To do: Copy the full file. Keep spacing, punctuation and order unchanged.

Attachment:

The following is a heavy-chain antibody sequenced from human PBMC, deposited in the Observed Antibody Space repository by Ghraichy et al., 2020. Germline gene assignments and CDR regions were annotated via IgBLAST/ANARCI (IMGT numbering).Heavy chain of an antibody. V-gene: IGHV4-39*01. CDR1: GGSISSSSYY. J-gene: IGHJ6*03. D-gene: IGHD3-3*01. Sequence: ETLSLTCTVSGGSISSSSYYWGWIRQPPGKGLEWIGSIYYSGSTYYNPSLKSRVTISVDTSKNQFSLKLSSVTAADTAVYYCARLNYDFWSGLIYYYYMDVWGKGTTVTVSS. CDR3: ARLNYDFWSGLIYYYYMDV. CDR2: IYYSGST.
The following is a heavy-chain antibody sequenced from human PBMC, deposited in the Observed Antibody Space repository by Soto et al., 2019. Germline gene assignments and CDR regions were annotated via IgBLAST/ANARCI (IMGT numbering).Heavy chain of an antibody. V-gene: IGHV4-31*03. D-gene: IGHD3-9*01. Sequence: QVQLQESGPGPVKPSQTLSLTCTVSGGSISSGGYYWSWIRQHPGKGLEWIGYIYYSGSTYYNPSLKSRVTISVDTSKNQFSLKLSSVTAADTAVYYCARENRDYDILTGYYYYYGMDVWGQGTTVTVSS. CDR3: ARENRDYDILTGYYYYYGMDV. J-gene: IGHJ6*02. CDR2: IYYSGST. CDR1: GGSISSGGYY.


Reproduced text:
The following is a heavy-chain antibody sequenced from human PBMC, deposited in the Observed Antibody Space repository by Ghraichy et al., 2020. Germline gene assignments and CDR regions were annotated via IgBLAST/ANARCI (IMGT numbering).Heavy chain of an antibody. V-gene: IGHV4-39*01. CDR1: GGSISSSSYY. J-gene: IGHJ6*03. D-gene: IGHD3-3*01. Sequence: ETLSLTCTVSGGSISSSSYYWGWIRQPPGKGLEWIGSIYYSGSTYYNPSLKSRVTISVDTSKNQFSLKLSSVTAADTAVYYCARLNYDFWSGLIYYYYMDVWGKGTTVTVSS. CDR3: ARLNYDFWSGLIYYYYMDV. CDR2: IYYSGST.
The following is a heavy-chain antibody sequenced from human PBMC, deposited in the Observed Antibody Space repository by Soto et al., 2019. Germline gene assignments and CDR regions were annotated via IgBLAST/ANARCI (IMGT numbering).Heavy chain of an antibody. V-gene: IGHV4-31*03. D-gene: IGHD3-9*01. Sequence: QVQLQESGPGPVKPSQTLSLTCTVSGGSISSGGYYWSWIRQHPGKGLEWIGYIYYSGSTYYNPSLKSRVTISVDTSKNQFSLKLSSVTAADTAVYYCARENRDYDILTGYYYYYGMDVWGQGTTVTVSS. CDR3: ARENRDYDILTGYYYYYGMDV. J-gene: IGHJ6*02. CDR2: IYYSGST. CDR1: GGSISSGGYY.